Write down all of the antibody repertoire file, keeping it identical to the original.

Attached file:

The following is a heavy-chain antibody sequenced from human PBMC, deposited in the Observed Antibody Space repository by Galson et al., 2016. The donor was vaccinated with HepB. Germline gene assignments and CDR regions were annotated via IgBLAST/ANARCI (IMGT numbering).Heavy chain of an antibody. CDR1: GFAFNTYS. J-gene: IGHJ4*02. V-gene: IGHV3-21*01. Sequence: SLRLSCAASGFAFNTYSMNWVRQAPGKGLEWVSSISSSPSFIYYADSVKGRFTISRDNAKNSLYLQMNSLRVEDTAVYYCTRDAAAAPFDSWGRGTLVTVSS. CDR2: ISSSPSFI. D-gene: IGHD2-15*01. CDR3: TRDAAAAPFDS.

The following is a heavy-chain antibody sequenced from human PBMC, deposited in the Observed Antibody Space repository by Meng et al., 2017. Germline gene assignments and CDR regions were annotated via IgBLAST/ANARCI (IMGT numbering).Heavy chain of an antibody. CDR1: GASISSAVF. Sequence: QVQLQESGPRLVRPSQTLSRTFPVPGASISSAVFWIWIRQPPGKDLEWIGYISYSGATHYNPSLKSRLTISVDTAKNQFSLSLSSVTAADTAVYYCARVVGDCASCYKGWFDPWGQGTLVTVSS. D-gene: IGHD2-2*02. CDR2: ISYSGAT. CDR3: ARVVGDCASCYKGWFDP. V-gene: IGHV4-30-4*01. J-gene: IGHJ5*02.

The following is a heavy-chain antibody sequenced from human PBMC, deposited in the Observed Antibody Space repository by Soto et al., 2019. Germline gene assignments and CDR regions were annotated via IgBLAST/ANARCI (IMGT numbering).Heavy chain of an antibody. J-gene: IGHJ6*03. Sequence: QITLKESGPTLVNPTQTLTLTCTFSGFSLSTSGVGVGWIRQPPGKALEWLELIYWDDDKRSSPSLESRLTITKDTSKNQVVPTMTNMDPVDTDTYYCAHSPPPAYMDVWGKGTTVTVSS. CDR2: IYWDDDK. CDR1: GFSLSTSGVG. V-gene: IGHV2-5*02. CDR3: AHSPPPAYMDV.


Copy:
The following is a heavy-chain antibody sequenced from human PBMC, deposited in the Observed Antibody Space repository by Galson et al., 2016. The donor was vaccinated with HepB. Germline gene assignments and CDR regions were annotated via IgBLAST/ANARCI (IMGT numbering).Heavy chain of an antibody. CDR1: GFAFNTYS. J-gene: IGHJ4*02. V-gene: IGHV3-21*01. Sequence: SLRLSCAASGFAFNTYSMNWVRQAPGKGLEWVSSISSSPSFIYYADSVKGRFTISRDNAKNSLYLQMNSLRVEDTAVYYCTRDAAAAPFDSWGRGTLVTVSS. CDR2: ISSSPSFI. D-gene: IGHD2-15*01. CDR3: TRDAAAAPFDS.

The following is a heavy-chain antibody sequenced from human PBMC, deposited in the Observed Antibody Space repository by Meng et al., 2017. Germline gene assignments and CDR regions were annotated via IgBLAST/ANARCI (IMGT numbering).Heavy chain of an antibody. CDR1: GASISSAVF. Sequence: QVQLQESGPRLVRPSQTLSRTFPVPGASISSAVFWIWIRQPPGKDLEWIGYISYSGATHYNPSLKSRLTISVDTAKNQFSLSLSSVTAADTAVYYCARVVGDCASCYKGWFDPWGQGTLVTVSS. D-gene: IGHD2-2*02. CDR2: ISYSGAT. CDR3: ARVVGDCASCYKGWFDP. V-gene: IGHV4-30-4*01. J-gene: IGHJ5*02.

The following is a heavy-chain antibody sequenced from human PBMC, deposited in the Observed Antibody Space repository by Soto et al., 2019. Germline gene assignments and CDR regions were annotated via IgBLAST/ANARCI (IMGT numbering).Heavy chain of an antibody. J-gene: IGHJ6*03. Sequence: QITLKESGPTLVNPTQTLTLTCTFSGFSLSTSGVGVGWIRQPPGKALEWLELIYWDDDKRSSPSLESRLTITKDTSKNQVVPTMTNMDPVDTDTYYCAHSPPPAYMDVWGKGTTVTVSS. CDR2: IYWDDDK. CDR1: GFSLSTSGVG. V-gene: IGHV2-5*02. CDR3: AHSPPPAYMDV.